A new Haramiyid indicating a complex pattern of evolution in Mesozoic mammals

Aug 13, 2013
A new Haramiyid indicating a complex pattern of evolution in Mesozoic mammals
Fig.1 The holotype specimen and line drawing of Arboroharamiya jenkinsi (STM33-9). Credit: BI Shundong

A major unsolved problem in mammalian evolution is the origin of Allotheria, including Multituberculata and Haramiyida. Multituberculates are the most diverse and best known Mesozoic era mammals and ecologically resemble rodents, but haramiyids are known mainly from isolated teeth, hampering our search for their phylogenetic relationships. Researchers from Institute of Vertebrate Paleontology and Paleoanthropology (IVPP), Chinese Academy of Sciences, Shandong Tianyu Museum of Nature and Linyi University, reported a new haramiyid from the Jurassic period of China, Arboroharamiya jenkinsi, a partial skeleton with both mandibles associated with teeth and isolated upper teeth. This largest known haramiyid reveals additional mammalian features of this group, and helps to identify other haramiyids represented by isolated teeth, indicating a complex pattern of evolution involving many convergences and/or reversals existed in Mesozoic mammals, as reported August 8 in Nature.

The new specimen was unearthed from the Middle–Late Jurassic Tiaojishan Formation in the town of Mutoudeng, Qinglong County, Hebei Province, China, dated about 160 million years. Researchers said it is the largest known haramiyid with a body mass estimated at 354 grams.

Arboroharamiya, as with other mammals, has body hair (preserved as impressions), a single-boned (dentary) mandible that implies a three-boned middle ear. The dentition is differentiated into incisors and multi-rooted premolars and molars, with the canine presumably lost. It differs from other mammals but is similar to allotherians in having two mesiodistally aligned rows of cusps that allow orthal (vertical) and palinal (backward), but not proal (forward) or transverse, jaw movement in mastication.

A new Haramiyid indicating a complex pattern of evolution in Mesozoic mammals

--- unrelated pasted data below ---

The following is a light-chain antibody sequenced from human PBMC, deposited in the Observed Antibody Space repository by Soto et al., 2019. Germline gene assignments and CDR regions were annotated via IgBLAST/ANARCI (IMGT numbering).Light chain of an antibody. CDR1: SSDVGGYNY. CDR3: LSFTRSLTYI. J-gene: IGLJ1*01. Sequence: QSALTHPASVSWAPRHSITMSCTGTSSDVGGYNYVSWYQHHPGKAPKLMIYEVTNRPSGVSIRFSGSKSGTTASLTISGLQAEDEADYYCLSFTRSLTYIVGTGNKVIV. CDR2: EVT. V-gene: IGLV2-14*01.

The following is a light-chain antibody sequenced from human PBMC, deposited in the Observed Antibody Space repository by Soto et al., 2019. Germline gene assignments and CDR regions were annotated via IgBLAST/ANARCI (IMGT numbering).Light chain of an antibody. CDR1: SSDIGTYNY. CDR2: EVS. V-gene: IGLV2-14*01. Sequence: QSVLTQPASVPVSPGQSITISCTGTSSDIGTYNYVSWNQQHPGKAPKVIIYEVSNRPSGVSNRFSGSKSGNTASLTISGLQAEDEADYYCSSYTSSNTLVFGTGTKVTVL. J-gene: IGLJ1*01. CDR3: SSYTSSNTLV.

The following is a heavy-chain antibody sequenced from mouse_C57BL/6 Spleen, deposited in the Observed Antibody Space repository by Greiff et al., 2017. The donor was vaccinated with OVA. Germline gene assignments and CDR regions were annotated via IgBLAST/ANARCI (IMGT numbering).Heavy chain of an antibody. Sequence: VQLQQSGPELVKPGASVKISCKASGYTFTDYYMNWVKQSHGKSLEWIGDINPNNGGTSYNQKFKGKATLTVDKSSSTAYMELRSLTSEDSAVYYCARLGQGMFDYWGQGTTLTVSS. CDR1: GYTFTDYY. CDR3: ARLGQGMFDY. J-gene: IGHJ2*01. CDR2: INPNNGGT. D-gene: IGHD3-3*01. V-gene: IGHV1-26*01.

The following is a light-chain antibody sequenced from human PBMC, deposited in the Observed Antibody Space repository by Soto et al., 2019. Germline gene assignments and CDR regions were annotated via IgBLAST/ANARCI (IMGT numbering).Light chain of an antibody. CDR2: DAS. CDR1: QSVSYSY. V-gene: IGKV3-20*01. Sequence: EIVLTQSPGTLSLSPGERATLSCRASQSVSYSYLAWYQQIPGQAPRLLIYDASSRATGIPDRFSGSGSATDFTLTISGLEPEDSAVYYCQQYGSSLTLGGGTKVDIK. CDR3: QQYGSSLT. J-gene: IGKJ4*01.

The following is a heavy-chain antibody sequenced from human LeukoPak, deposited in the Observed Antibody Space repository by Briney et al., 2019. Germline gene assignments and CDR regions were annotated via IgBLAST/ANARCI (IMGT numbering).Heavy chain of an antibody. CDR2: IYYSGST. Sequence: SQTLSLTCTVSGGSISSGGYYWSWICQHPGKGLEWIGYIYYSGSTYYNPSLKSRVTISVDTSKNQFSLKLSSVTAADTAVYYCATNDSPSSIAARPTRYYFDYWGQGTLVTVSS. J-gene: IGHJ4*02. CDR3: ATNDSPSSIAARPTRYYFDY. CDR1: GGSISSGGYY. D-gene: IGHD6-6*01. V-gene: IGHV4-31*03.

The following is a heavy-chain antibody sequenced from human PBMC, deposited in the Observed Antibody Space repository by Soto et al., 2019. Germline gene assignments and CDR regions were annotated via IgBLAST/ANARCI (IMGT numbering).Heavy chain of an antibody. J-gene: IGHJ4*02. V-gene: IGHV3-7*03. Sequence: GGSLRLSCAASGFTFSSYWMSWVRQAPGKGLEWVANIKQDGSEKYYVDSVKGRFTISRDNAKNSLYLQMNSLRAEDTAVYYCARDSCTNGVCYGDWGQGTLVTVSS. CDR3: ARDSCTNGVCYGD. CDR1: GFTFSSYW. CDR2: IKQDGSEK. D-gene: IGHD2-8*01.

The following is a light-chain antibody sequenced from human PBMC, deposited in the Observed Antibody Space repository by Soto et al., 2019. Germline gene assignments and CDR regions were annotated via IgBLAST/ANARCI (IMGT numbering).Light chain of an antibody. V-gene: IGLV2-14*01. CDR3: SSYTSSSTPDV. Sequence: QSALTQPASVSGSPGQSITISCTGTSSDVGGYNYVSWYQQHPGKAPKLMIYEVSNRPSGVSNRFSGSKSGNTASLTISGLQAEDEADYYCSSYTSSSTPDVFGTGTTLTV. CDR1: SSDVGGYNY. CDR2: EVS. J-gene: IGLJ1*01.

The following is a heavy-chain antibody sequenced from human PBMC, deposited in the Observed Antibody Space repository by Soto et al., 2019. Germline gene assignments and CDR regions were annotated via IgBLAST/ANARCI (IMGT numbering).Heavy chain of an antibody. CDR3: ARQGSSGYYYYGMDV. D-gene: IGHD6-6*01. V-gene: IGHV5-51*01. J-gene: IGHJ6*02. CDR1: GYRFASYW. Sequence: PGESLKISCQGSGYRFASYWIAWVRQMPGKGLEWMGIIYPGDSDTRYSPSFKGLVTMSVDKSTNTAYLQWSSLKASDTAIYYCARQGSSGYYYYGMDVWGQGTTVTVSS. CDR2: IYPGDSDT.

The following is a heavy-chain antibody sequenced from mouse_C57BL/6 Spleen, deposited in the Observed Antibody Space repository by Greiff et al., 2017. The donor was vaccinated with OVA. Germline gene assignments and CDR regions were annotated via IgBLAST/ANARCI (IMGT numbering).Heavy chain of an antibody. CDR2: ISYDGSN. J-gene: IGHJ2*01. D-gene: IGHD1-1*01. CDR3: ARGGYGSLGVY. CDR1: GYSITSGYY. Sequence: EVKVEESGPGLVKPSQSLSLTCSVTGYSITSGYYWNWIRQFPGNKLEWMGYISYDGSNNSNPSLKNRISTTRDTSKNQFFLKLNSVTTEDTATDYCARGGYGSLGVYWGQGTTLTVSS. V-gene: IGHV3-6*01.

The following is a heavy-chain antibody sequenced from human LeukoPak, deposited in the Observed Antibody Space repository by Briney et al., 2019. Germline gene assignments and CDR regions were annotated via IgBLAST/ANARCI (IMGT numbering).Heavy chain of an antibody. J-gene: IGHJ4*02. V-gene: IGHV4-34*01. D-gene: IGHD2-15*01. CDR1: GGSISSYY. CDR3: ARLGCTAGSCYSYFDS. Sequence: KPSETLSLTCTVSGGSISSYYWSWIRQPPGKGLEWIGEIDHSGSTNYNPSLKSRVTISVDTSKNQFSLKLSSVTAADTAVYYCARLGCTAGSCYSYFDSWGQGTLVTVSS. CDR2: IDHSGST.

Fig.2 Teeth, mandibles and tooth occlusal relationships of Arboroharamiya jenkinsi. Credit: BI Shundong

Arboroharamiya is also similar to other haramiyids in having basined molars with cusps of uneven heights, but differs from them in being larger and having a more inflated a1 and elongate central basin surrounded by more cusps in lower molars. Arboroharamiya further resembles multituberculates in having one pair of enlarged lower incisors, a multi-cuspate upper incisor, loss of the canine, two upper and lower molars, and the mandibular with a mesially extended masseteric fossa and a condyle positioned low and oriented more vertically than transversely. It differs from the Jurassic multituberculates in having a small angular process and a highly specialized dentition with one lower premolar and two upper premolars and with an occlusal pattern in which the enlarged a1 bites into the basin of the upper molar.

"Arboroharamiya demonstrates convincingly that haramiyids had become highly specialized in the Jurassic. It displays several mammalian features and fills some morphological gaps between Haramiyavia and multituberculates", said corresponding author Dr. BI Shundong of the IVPP, "Although morphological characteristics support allotherians as a clade, Arboroharamiya shows again that homoplasy is a common phenomenon within Mesozoicmammals. Some featuresof Arboroharamiya, such as the reduced dentition shared with advanced multituberculates and elongated digits shared with more advanced arboreal mammals, must be convergences. On the other hand, the dentition with multiple in Jurassic multituberculates has to be considered as reversed from the condition of Haramiyavia. Regardless of various phylogenetic scenarios involving allotherians, morphological convergences and/or reversals were common in the early stage of ".

Fig.3 Reconstruction of Arboroharamiya jenkinsi. Credit: BI Shundong

"It has a novel dentition, a mandible resembling advanced multituberculates and postcranial features adapted for arboreal life. Our phylogenetic analysis places Haramiyida within crown Mammalia, suggesting the origin of crown Mammalia in the Late Triassic period and diversification in the Jurassic, which contrasts other estimated divergence times of crown Mammalia", said first author Xiaoting Zheng, curator of Shandong Tianyu Museum of Nature.

Explore further: New hadrosaur noses into spotlight

More information: dx.doi.org/10.1038/nature12353

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